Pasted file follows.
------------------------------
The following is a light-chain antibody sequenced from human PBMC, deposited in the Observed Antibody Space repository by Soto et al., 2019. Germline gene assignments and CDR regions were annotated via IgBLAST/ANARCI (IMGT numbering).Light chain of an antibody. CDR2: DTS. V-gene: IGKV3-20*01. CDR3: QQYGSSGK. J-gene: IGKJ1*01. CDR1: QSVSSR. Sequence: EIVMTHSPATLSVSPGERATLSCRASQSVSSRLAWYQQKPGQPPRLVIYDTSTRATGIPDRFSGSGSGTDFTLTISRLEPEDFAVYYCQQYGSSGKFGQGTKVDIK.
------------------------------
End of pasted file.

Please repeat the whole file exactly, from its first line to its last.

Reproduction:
The following is a light-chain antibody sequenced from human PBMC, deposited in the Observed Antibody Space repository by Soto et al., 2019. Germline gene assignments and CDR regions were annotated via IgBLAST/ANARCI (IMGT numbering).Light chain of an antibody. CDR2: DTS. V-gene: IGKV3-20*01. CDR3: QQYGSSGK. J-gene: IGKJ1*01. CDR1: QSVSSR. Sequence: EIVMTHSPATLSVSPGERATLSCRASQSVSSRLAWYQQKPGQPPRLVIYDTSTRATGIPDRFSGSGSGTDFTLTISRLEPEDFAVYYCQQYGSSGKFGQGTKVDIK.